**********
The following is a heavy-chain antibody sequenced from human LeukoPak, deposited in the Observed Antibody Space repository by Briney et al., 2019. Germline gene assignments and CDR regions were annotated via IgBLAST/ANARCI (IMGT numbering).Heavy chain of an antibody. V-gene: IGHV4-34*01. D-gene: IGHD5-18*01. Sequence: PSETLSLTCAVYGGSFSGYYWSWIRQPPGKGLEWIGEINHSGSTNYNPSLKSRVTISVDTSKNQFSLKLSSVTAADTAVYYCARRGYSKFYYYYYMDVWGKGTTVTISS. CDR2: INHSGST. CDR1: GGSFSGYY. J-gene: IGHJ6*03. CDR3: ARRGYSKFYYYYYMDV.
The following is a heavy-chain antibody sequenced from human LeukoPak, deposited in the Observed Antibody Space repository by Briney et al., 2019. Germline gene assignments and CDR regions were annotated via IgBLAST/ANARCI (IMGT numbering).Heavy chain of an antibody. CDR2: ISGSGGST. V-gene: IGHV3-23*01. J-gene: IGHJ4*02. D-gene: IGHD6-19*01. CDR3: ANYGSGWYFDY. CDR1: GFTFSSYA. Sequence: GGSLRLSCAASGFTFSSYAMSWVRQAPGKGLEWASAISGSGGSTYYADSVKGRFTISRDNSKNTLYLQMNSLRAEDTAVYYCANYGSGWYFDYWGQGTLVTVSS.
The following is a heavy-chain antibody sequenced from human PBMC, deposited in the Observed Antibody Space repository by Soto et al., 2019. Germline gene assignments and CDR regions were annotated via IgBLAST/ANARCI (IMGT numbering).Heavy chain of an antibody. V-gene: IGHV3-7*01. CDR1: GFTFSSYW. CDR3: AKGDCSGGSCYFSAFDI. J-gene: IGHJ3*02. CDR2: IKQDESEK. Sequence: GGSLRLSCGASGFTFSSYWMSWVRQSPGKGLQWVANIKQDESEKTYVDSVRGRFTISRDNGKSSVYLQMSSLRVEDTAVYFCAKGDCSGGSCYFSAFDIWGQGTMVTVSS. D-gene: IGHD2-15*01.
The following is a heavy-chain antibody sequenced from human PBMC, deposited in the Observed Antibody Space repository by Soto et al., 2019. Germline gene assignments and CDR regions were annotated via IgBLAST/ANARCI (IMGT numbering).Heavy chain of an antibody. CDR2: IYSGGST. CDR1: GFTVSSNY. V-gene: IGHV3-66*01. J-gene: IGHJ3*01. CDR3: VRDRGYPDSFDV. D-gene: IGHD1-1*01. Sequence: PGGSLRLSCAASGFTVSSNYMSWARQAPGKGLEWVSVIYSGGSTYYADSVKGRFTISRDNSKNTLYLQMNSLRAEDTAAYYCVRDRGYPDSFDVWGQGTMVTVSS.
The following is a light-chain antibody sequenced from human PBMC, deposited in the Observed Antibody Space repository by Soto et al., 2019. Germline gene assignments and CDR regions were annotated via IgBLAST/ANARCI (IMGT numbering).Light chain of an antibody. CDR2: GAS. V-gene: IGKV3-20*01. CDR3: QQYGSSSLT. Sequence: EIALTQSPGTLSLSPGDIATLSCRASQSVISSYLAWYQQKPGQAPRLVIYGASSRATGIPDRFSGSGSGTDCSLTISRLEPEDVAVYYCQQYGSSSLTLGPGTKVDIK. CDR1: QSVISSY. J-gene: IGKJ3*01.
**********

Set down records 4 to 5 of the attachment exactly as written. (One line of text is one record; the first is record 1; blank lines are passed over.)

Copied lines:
The following is a heavy-chain antibody sequenced from human PBMC, deposited in the Observed Antibody Space repository by Soto et al., 2019. Germline gene assignments and CDR regions were annotated via IgBLAST/ANARCI (IMGT numbering).Heavy chain of an antibody. CDR2: IYSGGST. CDR1: GFTVSSNY. V-gene: IGHV3-66*01. J-gene: IGHJ3*01. CDR3: VRDRGYPDSFDV. D-gene: IGHD1-1*01. Sequence: PGGSLRLSCAASGFTVSSNYMSWARQAPGKGLEWVSVIYSGGSTYYADSVKGRFTISRDNSKNTLYLQMNSLRAEDTAAYYCVRDRGYPDSFDVWGQGTMVTVSS.
The following is a light-chain antibody sequenced from human PBMC, deposited in the Observed Antibody Space repository by Soto et al., 2019. Germline gene assignments and CDR regions were annotated via IgBLAST/ANARCI (IMGT numbering).Light chain of an antibody. CDR2: GAS. V-gene: IGKV3-20*01. CDR3: QQYGSSSLT. Sequence: EIALTQSPGTLSLSPGDIATLSCRASQSVISSYLAWYQQKPGQAPRLVIYGASSRATGIPDRFSGSGSGTDCSLTISRLEPEDVAVYYCQQYGSSSLTLGPGTKVDIK. CDR1: QSVISSY. J-gene: IGKJ3*01.